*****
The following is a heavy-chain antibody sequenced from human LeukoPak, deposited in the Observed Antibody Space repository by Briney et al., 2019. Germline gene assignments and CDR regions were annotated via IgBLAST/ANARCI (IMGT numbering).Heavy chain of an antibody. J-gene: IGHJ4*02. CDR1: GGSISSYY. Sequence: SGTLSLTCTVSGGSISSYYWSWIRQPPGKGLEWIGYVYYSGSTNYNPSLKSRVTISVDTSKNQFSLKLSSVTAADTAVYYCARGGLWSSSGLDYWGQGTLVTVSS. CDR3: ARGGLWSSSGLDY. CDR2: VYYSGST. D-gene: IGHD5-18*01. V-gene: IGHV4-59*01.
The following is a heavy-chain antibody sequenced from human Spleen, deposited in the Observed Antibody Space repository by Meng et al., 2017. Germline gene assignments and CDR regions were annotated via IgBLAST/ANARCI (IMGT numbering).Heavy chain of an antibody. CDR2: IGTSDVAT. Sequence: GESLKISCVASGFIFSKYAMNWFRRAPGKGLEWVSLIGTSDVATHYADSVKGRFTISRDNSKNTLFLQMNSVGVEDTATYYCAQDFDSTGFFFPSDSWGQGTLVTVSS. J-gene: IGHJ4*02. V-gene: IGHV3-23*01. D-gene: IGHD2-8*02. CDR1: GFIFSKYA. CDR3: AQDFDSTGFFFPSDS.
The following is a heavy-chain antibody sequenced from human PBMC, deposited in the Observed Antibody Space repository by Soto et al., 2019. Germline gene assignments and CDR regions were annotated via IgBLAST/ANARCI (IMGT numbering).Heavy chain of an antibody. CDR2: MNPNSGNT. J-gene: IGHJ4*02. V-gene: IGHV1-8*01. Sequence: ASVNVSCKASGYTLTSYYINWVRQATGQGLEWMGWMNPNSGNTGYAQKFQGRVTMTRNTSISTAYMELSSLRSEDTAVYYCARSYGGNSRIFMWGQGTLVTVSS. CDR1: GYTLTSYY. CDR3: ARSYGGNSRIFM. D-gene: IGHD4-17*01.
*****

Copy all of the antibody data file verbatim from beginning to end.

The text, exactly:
The following is a heavy-chain antibody sequenced from human LeukoPak, deposited in the Observed Antibody Space repository by Briney et al., 2019. Germline gene assignments and CDR regions were annotated via IgBLAST/ANARCI (IMGT numbering).Heavy chain of an antibody. J-gene: IGHJ4*02. CDR1: GGSISSYY. Sequence: SGTLSLTCTVSGGSISSYYWSWIRQPPGKGLEWIGYVYYSGSTNYNPSLKSRVTISVDTSKNQFSLKLSSVTAADTAVYYCARGGLWSSSGLDYWGQGTLVTVSS. CDR3: ARGGLWSSSGLDY. CDR2: VYYSGST. D-gene: IGHD5-18*01. V-gene: IGHV4-59*01.
The following is a heavy-chain antibody sequenced from human Spleen, deposited in the Observed Antibody Space repository by Meng et al., 2017. Germline gene assignments and CDR regions were annotated via IgBLAST/ANARCI (IMGT numbering).Heavy chain of an antibody. CDR2: IGTSDVAT. Sequence: GESLKISCVASGFIFSKYAMNWFRRAPGKGLEWVSLIGTSDVATHYADSVKGRFTISRDNSKNTLFLQMNSVGVEDTATYYCAQDFDSTGFFFPSDSWGQGTLVTVSS. J-gene: IGHJ4*02. V-gene: IGHV3-23*01. D-gene: IGHD2-8*02. CDR1: GFIFSKYA. CDR3: AQDFDSTGFFFPSDS.
The following is a heavy-chain antibody sequenced from human PBMC, deposited in the Observed Antibody Space repository by Soto et al., 2019. Germline gene assignments and CDR regions were annotated via IgBLAST/ANARCI (IMGT numbering).Heavy chain of an antibody. CDR2: MNPNSGNT. J-gene: IGHJ4*02. V-gene: IGHV1-8*01. Sequence: ASVNVSCKASGYTLTSYYINWVRQATGQGLEWMGWMNPNSGNTGYAQKFQGRVTMTRNTSISTAYMELSSLRSEDTAVYYCARSYGGNSRIFMWGQGTLVTVSS. CDR1: GYTLTSYY. CDR3: ARSYGGNSRIFM. D-gene: IGHD4-17*01.